Billed as a webcomic of “romance, sarcasm, math, and language”, this is a comic that most traditional geeks read.  It will certainly earn you brownie points, and give you and overview of some of the nerdier points of geekdom.

Be patient.  While you may be just the woman the geeky man needs, you may not be noticed because of your man’s obsession with his passion.  Join in the geeky fun where you can.  If you don’t get noticed by geek #1, someone else is sure to notice.

XKCD Webcomic. This one is called, "Improvised".

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This week while planting tomatoes and digging in the dirt, I’ve also been digging up old feelings, dreams, and disappointments.

Tomatoes are a running theme in my life.

And I don’t even like tomatoes.

I hate the texture. They taste tart and plain. And to swallow one, gross.

But I love to grow them. At least I think I do. I grow them every year, so I must, right?

For the last 6 years I’ve grown colorful heirloom tomatoes from seed.

There are some bittersweet memories that my new friends and family don’t yet know.   Let’s back up this story.

On June 1, 2005, my thirty-first birthday, my ex-husband and I purchased 22 acres of farm land at an auction. The place was further out from our jobs than we had been looking, but the land was absolutely beautiful. It had rolling hills, some trees, lots of room for pastures and gardens, a nice spot for building a house, and a wetland full of frogs across the road.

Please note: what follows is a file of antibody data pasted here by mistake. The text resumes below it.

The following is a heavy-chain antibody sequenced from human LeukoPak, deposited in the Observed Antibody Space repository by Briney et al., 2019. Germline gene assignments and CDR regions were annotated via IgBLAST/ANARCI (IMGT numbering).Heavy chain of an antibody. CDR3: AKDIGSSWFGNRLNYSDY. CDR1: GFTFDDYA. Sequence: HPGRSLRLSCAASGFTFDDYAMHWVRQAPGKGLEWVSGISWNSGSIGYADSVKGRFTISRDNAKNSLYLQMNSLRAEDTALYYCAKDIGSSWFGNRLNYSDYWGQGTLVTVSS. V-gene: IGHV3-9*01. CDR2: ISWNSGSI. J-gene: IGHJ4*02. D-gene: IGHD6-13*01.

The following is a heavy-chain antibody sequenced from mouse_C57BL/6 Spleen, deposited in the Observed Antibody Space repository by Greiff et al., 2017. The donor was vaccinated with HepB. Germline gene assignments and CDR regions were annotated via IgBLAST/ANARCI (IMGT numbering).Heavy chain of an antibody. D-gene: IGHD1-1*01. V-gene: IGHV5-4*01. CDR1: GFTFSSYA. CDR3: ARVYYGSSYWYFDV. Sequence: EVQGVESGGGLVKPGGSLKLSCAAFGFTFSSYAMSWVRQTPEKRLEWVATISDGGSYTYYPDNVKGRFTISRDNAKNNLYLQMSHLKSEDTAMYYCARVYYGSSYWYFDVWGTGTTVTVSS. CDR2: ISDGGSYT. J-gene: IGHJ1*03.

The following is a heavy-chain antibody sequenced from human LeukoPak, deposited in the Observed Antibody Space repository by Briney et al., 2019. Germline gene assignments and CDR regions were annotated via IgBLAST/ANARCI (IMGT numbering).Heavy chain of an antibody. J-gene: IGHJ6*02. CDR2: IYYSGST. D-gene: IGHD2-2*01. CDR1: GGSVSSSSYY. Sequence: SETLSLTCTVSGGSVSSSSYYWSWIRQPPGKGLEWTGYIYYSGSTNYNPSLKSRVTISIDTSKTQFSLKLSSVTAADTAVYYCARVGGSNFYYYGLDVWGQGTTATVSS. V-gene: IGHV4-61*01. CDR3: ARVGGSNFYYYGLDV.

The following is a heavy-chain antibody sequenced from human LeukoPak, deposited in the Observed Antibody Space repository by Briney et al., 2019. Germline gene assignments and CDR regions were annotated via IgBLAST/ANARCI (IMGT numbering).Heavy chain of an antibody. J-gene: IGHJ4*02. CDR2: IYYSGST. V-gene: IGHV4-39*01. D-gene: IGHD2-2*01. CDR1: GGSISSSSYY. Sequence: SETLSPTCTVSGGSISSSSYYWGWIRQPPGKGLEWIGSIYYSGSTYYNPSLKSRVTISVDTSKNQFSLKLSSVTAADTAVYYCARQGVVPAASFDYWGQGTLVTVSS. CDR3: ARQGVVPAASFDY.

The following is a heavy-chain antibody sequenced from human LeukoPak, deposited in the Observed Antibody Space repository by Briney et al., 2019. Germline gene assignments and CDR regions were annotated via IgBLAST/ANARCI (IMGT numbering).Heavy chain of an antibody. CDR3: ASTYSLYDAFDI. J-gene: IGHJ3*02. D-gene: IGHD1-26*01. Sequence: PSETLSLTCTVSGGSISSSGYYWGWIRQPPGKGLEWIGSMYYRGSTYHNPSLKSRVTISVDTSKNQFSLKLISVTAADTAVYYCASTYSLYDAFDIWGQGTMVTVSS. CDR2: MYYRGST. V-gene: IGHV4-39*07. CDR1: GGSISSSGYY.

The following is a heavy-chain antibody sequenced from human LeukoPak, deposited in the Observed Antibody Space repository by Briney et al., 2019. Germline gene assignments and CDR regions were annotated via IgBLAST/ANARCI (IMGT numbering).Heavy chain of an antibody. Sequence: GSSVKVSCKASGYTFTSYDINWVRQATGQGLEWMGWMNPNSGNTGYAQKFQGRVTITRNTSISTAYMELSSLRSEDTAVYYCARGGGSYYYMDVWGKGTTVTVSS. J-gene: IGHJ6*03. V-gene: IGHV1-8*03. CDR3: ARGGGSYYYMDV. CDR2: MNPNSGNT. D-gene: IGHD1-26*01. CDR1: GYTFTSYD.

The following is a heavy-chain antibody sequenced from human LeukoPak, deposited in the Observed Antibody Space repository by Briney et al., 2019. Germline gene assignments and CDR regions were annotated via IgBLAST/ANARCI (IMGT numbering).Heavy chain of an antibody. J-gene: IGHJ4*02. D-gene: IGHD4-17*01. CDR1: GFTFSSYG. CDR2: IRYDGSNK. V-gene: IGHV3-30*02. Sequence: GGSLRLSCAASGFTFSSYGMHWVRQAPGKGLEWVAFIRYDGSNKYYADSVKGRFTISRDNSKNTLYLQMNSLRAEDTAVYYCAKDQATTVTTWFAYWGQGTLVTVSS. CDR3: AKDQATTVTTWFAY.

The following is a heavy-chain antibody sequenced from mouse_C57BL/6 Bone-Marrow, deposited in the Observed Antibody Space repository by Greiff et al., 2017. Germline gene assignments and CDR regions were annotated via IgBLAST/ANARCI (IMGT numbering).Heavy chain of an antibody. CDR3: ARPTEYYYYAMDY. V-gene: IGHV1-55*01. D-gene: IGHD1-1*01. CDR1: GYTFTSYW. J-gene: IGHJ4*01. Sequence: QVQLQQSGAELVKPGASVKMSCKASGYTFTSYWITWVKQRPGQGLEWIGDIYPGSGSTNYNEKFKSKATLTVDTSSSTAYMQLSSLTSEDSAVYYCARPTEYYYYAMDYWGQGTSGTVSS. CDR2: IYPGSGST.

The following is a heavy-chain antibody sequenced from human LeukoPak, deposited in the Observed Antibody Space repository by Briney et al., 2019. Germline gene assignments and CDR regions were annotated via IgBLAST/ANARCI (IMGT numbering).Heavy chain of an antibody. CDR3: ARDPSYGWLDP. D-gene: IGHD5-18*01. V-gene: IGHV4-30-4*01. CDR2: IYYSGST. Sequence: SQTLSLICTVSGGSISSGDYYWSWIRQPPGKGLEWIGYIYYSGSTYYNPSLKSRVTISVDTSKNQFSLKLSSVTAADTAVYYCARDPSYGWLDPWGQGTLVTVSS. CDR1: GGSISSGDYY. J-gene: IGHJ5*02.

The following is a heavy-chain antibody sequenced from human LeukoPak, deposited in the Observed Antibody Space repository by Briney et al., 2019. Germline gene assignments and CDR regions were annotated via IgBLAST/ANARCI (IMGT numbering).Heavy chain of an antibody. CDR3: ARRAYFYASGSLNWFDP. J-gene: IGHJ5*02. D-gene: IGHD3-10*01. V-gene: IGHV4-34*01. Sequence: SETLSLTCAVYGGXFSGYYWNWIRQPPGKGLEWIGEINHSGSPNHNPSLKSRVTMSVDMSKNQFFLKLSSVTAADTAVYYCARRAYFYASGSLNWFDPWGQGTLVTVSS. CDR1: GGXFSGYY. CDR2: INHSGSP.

I dreamed of being a farmer.

In second grade, I surprised myself with a drawing of a farmer, to the age-old question of “what do you want to be when you grow up?” Since then, it’s been a dream of mine.

Immediately after the auction. I set out to plan how I could make enough money to live off the land and stay home with my daughter full-time.

I planned the crops that I could grow, and where to market my produce.

I had a goal of setting up a CSA (customer supported agriculture) where customers would come out to the farm to pick up produce once a week. I planned for sheep that we would put on the land, and I started making contacts.

The first year, as our new house was being built, I started about 500 tomato plants in the windows of my downtown house. I rotated the plants several times a day so they would all get enough light. About 300 of the plants made it into the field. By the end of July, I was going to the farmer’s markets with 50 varieties of tomatoes.